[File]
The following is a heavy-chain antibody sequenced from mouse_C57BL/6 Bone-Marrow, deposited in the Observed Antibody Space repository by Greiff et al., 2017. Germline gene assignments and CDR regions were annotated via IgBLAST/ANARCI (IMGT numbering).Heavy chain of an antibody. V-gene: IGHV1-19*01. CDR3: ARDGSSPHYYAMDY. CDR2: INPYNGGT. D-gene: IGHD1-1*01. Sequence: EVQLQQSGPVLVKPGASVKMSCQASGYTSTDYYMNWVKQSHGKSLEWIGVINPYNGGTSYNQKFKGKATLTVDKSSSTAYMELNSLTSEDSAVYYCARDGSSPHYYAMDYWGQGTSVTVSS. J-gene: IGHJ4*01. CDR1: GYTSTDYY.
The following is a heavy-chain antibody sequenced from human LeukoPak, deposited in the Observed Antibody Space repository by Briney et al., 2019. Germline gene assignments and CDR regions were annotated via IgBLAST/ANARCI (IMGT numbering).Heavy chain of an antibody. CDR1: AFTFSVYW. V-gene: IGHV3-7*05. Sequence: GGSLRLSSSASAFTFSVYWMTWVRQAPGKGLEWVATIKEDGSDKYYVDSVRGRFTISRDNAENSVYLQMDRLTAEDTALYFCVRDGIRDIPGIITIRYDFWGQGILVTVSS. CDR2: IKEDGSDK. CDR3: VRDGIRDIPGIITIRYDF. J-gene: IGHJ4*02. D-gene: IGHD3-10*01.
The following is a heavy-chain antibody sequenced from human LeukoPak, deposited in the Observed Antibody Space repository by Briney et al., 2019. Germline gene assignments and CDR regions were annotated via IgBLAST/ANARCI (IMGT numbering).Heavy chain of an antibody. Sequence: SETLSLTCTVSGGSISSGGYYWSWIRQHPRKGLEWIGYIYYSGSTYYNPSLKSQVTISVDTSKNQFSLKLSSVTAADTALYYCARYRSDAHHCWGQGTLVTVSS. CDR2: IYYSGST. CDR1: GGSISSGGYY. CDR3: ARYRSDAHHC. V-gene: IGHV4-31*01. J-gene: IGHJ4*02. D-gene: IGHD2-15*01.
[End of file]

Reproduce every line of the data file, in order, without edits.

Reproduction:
The following is a heavy-chain antibody sequenced from mouse_C57BL/6 Bone-Marrow, deposited in the Observed Antibody Space repository by Greiff et al., 2017. Germline gene assignments and CDR regions were annotated via IgBLAST/ANARCI (IMGT numbering).Heavy chain of an antibody. V-gene: IGHV1-19*01. CDR3: ARDGSSPHYYAMDY. CDR2: INPYNGGT. D-gene: IGHD1-1*01. Sequence: EVQLQQSGPVLVKPGASVKMSCQASGYTSTDYYMNWVKQSHGKSLEWIGVINPYNGGTSYNQKFKGKATLTVDKSSSTAYMELNSLTSEDSAVYYCARDGSSPHYYAMDYWGQGTSVTVSS. J-gene: IGHJ4*01. CDR1: GYTSTDYY.
The following is a heavy-chain antibody sequenced from human LeukoPak, deposited in the Observed Antibody Space repository by Briney et al., 2019. Germline gene assignments and CDR regions were annotated via IgBLAST/ANARCI (IMGT numbering).Heavy chain of an antibody. CDR1: AFTFSVYW. V-gene: IGHV3-7*05. Sequence: GGSLRLSSSASAFTFSVYWMTWVRQAPGKGLEWVATIKEDGSDKYYVDSVRGRFTISRDNAENSVYLQMDRLTAEDTALYFCVRDGIRDIPGIITIRYDFWGQGILVTVSS. CDR2: IKEDGSDK. CDR3: VRDGIRDIPGIITIRYDF. J-gene: IGHJ4*02. D-gene: IGHD3-10*01.
The following is a heavy-chain antibody sequenced from human LeukoPak, deposited in the Observed Antibody Space repository by Briney et al., 2019. Germline gene assignments and CDR regions were annotated via IgBLAST/ANARCI (IMGT numbering).Heavy chain of an antibody. Sequence: SETLSLTCTVSGGSISSGGYYWSWIRQHPRKGLEWIGYIYYSGSTYYNPSLKSQVTISVDTSKNQFSLKLSSVTAADTALYYCARYRSDAHHCWGQGTLVTVSS. CDR2: IYYSGST. CDR1: GGSISSGGYY. CDR3: ARYRSDAHHC. V-gene: IGHV4-31*01. J-gene: IGHJ4*02. D-gene: IGHD2-15*01.